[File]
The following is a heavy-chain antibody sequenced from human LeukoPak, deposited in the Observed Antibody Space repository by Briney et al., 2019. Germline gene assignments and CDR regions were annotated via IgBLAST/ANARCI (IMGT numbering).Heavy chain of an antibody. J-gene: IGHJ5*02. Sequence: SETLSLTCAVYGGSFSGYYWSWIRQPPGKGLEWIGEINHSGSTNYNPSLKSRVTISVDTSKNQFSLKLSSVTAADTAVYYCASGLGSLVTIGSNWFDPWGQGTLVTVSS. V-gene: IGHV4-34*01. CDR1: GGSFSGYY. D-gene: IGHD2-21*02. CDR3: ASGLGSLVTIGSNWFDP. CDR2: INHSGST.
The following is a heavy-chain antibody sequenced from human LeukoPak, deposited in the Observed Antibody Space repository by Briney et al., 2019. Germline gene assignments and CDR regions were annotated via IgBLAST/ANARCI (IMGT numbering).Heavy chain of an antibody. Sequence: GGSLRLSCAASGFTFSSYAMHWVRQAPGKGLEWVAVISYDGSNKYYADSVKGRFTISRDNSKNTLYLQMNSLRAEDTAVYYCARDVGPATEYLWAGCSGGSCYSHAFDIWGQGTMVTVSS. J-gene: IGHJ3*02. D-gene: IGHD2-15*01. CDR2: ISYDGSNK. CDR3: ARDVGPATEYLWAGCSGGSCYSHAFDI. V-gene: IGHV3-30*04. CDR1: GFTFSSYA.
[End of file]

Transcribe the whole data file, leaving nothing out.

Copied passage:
The following is a heavy-chain antibody sequenced from human LeukoPak, deposited in the Observed Antibody Space repository by Briney et al., 2019. Germline gene assignments and CDR regions were annotated via IgBLAST/ANARCI (IMGT numbering).Heavy chain of an antibody. J-gene: IGHJ5*02. Sequence: SETLSLTCAVYGGSFSGYYWSWIRQPPGKGLEWIGEINHSGSTNYNPSLKSRVTISVDTSKNQFSLKLSSVTAADTAVYYCASGLGSLVTIGSNWFDPWGQGTLVTVSS. V-gene: IGHV4-34*01. CDR1: GGSFSGYY. D-gene: IGHD2-21*02. CDR3: ASGLGSLVTIGSNWFDP. CDR2: INHSGST.
The following is a heavy-chain antibody sequenced from human LeukoPak, deposited in the Observed Antibody Space repository by Briney et al., 2019. Germline gene assignments and CDR regions were annotated via IgBLAST/ANARCI (IMGT numbering).Heavy chain of an antibody. Sequence: GGSLRLSCAASGFTFSSYAMHWVRQAPGKGLEWVAVISYDGSNKYYADSVKGRFTISRDNSKNTLYLQMNSLRAEDTAVYYCARDVGPATEYLWAGCSGGSCYSHAFDIWGQGTMVTVSS. J-gene: IGHJ3*02. D-gene: IGHD2-15*01. CDR2: ISYDGSNK. CDR3: ARDVGPATEYLWAGCSGGSCYSHAFDI. V-gene: IGHV3-30*04. CDR1: GFTFSSYA.